defenses.” King v. Rubenstein, 825 F.3d 206,
214 (4th Cir. 2016) (quoting Edwards v. City of
Goldsboro, 178 F.3d 231, 243 (4th Cir. 1999)). A
complaint fails to state a claim if it does not contain
“a short and plain statement of the claim showing that
the pleader is entitled to relief, ” Fed.R.Civ.P.
8(a)(2), or does not “state a claim to relief that is
plausible on its face, ” Ashcroft v. Iqbal,
556 U.S. 662, 678 (2009) (quoting Bell Atl. Corp. v.
Twombly, 550 U.S. 544, 570 (2007)). A claim is facially
plausible “when the plaintiff pleads factual content
that allows the court to draw the reasonable inference that
the defendant is liable for the misconduct alleged.”
Id. (citing Twombly, 550 U.S. at 556).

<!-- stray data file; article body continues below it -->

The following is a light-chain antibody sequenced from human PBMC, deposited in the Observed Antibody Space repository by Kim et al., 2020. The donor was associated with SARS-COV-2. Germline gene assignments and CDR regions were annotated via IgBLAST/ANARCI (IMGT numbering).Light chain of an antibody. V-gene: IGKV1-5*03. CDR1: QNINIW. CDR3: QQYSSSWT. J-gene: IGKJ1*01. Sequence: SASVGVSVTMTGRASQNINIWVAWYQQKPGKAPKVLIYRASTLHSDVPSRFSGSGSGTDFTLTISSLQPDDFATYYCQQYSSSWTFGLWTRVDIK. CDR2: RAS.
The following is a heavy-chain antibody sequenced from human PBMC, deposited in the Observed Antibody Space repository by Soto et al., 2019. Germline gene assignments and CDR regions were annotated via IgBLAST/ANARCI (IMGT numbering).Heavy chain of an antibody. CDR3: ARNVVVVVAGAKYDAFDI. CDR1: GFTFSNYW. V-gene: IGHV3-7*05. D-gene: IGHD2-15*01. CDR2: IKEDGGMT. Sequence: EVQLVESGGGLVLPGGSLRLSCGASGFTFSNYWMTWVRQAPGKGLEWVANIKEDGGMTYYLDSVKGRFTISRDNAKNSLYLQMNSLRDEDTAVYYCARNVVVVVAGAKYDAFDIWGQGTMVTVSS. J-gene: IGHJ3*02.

“Threadbare recitals of the elements of a cause of
action, supported by mere conclusory statements, do not
suffice.” Id. (citing Twombly, 550
U.S. at 555). Though the plaintiff is not required to
forecast evidence to prove the elements of the claim, the
complaint must allege sufficient facts to establish each
element. Goss v. Bank of America, N.A., 917
F.Supp.2d 445, 449 (D.Md. 2013) (quoting Walters v.
McMahen, 684 F.3d 435, 439 (4th Cir. 2012)),
aff'd sub nom. Goss v. Bank of America, NA, 546
Fed.Appx. 165 (4th Cir. 2013).
considering a Rule 12(b)(6) motion, a court must examine the
complaint as a whole, consider the factual allegations in the
complaint as true, and construe the factual allegations in
the light most favorable to the plaintiff. Albright v.
Oliver, 510 U.S. 266, 268 (1994); Lambeth v. Bd. of
Comm'rs, 407 F.3d 266, 268 (4th Cir. 2005) (citing
Scheuer v. Rhodes, 416 U.S. 232, 236 (1974)). But,
the court need not accept unsupported or conclusory factual
allegations devoid of any reference to actual events,